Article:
Level controller 58 senses the level of liquid halocarbon in contact chamber 18. As additional liquid is required, level controller 58 actuates valve 64 to supply additional make-up halocarbon to contact chamber 18. Additional valves 66, 68, 70, and 72 are provided at the respective bases of generator 12, filter 16, contact chamber 18 and oleum source 20. While these valves are normally in the open position during operation of the system, they may be closed as needed. Further, valve 74 is provided at the base of oleum source 20 to bleed off a small portion of the oleum for disposal.
Preferably, contact chamber 18, sulfur trioxide source 26, and halocarbon source 28 are operated at atmospheric pressure, while reagent generator 12 and filter 16 are maintained at slightly above atmospheric pressure. Oleum source 20 contains trapped air under hydrostatic pressure from generator 12.
In another embodiment of the invention shown schematically in FIG. 3, and where like elements are represented by like reference numerals, sulfur trioxide is mixed with an inert gas such as dry air as the reagent for treatment. The system for carrying out the process preferably includes reagent generator 12 (which in this instance is a gaseous reagent generator), treatment chamber 14, filter 16, contact chamber 18, and oleum source 20. In this embodiment of the invention, inert gas supplied through inert gas inlet 29, is provided in reagent generator 12 in place of the liquid halocarbon of the previous embodiment.
The sulfur trioxide in inert gas reagent is produced in reagent generator 12 by contacting make-up sulfur trioxide and inert gas from contact chamber 18 with oleum provided form source 20. The sulfur trioxide in inert gas reagent, having a sulfur trioxide concentration of from about 0.5 to about 1%, is then sent to filter 16 for removal of any traces of oleum prior to being sent to treatment chamber 14.
In treatment chamber 14, the reagent contacts the surfaces of the polymer resins contained therein or when the treatment chamber 14 is the part itself, the reagent contacts the internal polymer resin surfaces of that part. Again, preferably, the polymer resins form a part or all of a medical device. The sulfur trioxide removes surface impurities, sterilizes the resin surface, and reacts with the surface to sulfonate it. Spent sulfur trioxide in inert gas is then recycled to contact chamber 18 through line 34, which is the input line for contact chamber 18.
Again, the process is preferably automatically controlled. Sensor 48 samples both the reagent mixture leaving filter 16 as well as the spent sulfur trioxide in inert gas mixture in contact chamber 18. Based on the concentrations sensed, a controller (not shown) actuates a valve, such as T-valve 52, to supply additional make-up sulfur trioxide as needed from sulfur trioxide source 26.
The pressure in reagent generator 12 is sensed by pressure controller 76. If additional sulfur trioxide in inert gas is required, controller 76 activates pump 36 via line 78 to provide the additional amount of sulfur trioxide in inert gas. Level controoller 56 senses the level of oleum in generator 12 and actuates a valve, such as T-valve 62, through line 61 as necessary to drain excess oleum from the reagent generator. A small amount of oleum is bled from the system through valve 74 as required and is disposed of by suitable means.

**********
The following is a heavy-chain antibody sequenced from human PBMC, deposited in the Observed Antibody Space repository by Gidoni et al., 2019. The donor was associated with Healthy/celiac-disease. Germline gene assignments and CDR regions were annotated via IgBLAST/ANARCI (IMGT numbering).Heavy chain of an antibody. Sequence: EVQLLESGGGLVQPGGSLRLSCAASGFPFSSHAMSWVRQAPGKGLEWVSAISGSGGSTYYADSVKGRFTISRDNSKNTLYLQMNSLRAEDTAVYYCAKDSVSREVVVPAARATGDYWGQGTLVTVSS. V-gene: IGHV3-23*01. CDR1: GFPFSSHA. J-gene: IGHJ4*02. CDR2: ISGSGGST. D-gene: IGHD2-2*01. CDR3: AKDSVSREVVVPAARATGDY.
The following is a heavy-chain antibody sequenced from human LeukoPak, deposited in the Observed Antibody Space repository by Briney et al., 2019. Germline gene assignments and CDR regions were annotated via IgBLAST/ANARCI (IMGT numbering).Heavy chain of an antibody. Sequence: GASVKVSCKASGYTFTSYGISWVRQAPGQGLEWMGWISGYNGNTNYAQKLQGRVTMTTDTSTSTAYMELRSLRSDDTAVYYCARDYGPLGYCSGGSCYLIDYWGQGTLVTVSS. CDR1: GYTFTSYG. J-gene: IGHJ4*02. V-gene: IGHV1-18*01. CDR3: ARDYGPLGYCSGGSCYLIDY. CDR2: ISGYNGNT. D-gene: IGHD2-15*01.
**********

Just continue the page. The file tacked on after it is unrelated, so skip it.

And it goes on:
Again, sulfur trioxide source 26 and contact chamber 18 are maintained at atmospheric pressure while reagent generator 12 is maintained at slightly above atmospheric pressure. Inert gas is also supplied to oleum source 20 at slightly above atmospheric pressure.
As can be seen, both embodiments of the present invention provide processes for the production of sulfur trioxide reagent in a carrier which may then be used in the surface treatment and sulfonation of polymeric resin materials. The process of the present invention delivers a stream of sulfur trioxide reagent in a carrier while maintaining the concentration of sulfur trioxide in the reagent within narrow, but adjustable, limits. Further, the process of the present invention minimizes waste acid by receiving and upgrading spent reagent.
While certain representative embodiments and details have been shown for purposes of illustrating the invention, it will be apparent to those skilled in the art that various changes in the methods and apparatus disclosed herein may be made without departing from the scope of the invention, which is defined in the appended claims.
|Cited Patent||Filing date||Publication date||Applicant||Title|
|US2281762 *||Nov 15, 1939||May 5, 1942||Du Pont||Process of producing sulphur trioxide and oxygen|
|US2832696 *||Apr 30, 1956||Apr 29, 1958||Dow Chemical Co||Method for applying antistatic agents to polyethylene and destaticized polyethylene articles thereby obtained|
|US2854477 *||Nov 20, 1956||Sep 30, 1958||Dow Chemical Co||Method of making alkyl diphenyl ether sulfonates|
|US2937066 *||Nov 23, 1955||May 17, 1960||Dow Chemical Co||Method for treating polyethylene and treated polyethylene articles thereby obtained|
|US2945842 *||Nov 9, 1956||Jul 19, 1960||Dow Chemical Co||Sulfonation of finely divided polymers with sulfonation agents in gas phase|
|US3296096 *||Aug 23, 1962||Jan 3, 1967||Staveley Iron & Chemical Compa||Recovery of sulfur trioxide by distillation while controlling a process variable in response to the dielectric constant|
|US3363994 *||Jun 21, 1966||Jan 16, 1968||Chemithon Corp||Chemical digester|